Generally speaking, interested individuals can recognize the Beaux-Arts style through several telltale characteristics. The style was popular from the late 19th century to the Great Depression because of American architects who had studied at the École des Beaux-Arts. It is common for these buildings to have symmetrical stone exteriors bearing Classical elements, with examples ranging from columns and pilasters to carved figures with suitable sources of inspiration. On top of these things, the Beaux-Arts style is intent on looking impressive, which makes sense because these buildings are either public buildings or private buildings erected by people with deep pockets.

The Lyceum Theatre possesses every single one of these characteristics. It has a limestone facade dominated on top by a series of three rounded-arched windows separated by single columns but flanked by double columns. Moreover, there are six stone faces situated over the six columns. These factors contribute to the Lyceum Theatre’s memorable-looking appearance despite the fact it is far from being the biggest Broadway Theater in existence.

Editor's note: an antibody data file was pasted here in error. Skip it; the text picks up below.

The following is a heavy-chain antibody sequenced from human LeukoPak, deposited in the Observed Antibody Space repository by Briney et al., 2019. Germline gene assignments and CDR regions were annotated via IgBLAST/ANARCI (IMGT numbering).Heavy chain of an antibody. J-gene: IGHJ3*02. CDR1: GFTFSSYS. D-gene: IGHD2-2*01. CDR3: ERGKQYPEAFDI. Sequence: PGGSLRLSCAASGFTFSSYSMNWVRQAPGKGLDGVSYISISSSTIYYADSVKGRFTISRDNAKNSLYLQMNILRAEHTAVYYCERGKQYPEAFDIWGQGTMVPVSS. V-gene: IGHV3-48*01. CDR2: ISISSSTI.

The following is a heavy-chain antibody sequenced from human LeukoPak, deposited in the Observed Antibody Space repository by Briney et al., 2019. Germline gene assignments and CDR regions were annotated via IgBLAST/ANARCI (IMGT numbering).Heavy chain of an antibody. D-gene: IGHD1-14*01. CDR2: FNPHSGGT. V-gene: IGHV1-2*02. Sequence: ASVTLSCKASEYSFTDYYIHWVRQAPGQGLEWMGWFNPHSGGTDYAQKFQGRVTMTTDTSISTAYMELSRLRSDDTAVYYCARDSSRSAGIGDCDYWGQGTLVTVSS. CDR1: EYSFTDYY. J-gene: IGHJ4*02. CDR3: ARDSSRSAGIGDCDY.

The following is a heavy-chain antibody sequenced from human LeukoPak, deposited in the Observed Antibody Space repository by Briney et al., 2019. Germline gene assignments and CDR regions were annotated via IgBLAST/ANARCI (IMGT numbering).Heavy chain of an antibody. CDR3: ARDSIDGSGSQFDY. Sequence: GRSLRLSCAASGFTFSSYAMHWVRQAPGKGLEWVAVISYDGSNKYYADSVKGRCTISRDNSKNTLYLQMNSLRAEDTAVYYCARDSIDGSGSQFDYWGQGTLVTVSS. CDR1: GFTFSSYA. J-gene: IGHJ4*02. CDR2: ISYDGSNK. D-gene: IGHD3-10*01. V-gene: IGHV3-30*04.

From the Start of the Century to the Great Depression

In total, Frohman ran the Lyceum Theatre from 1903 to 1939. At first, he remained involved in the production side of things. Later, he became more focused on other matters, with the result that he started leasing the venue more and more to interested parties. In particular, Frohman had a long-running working relationship with David Belasco, who had once worked for him. That working relationship lasted from 1916 to 1931, which was when Belasco died from an illness.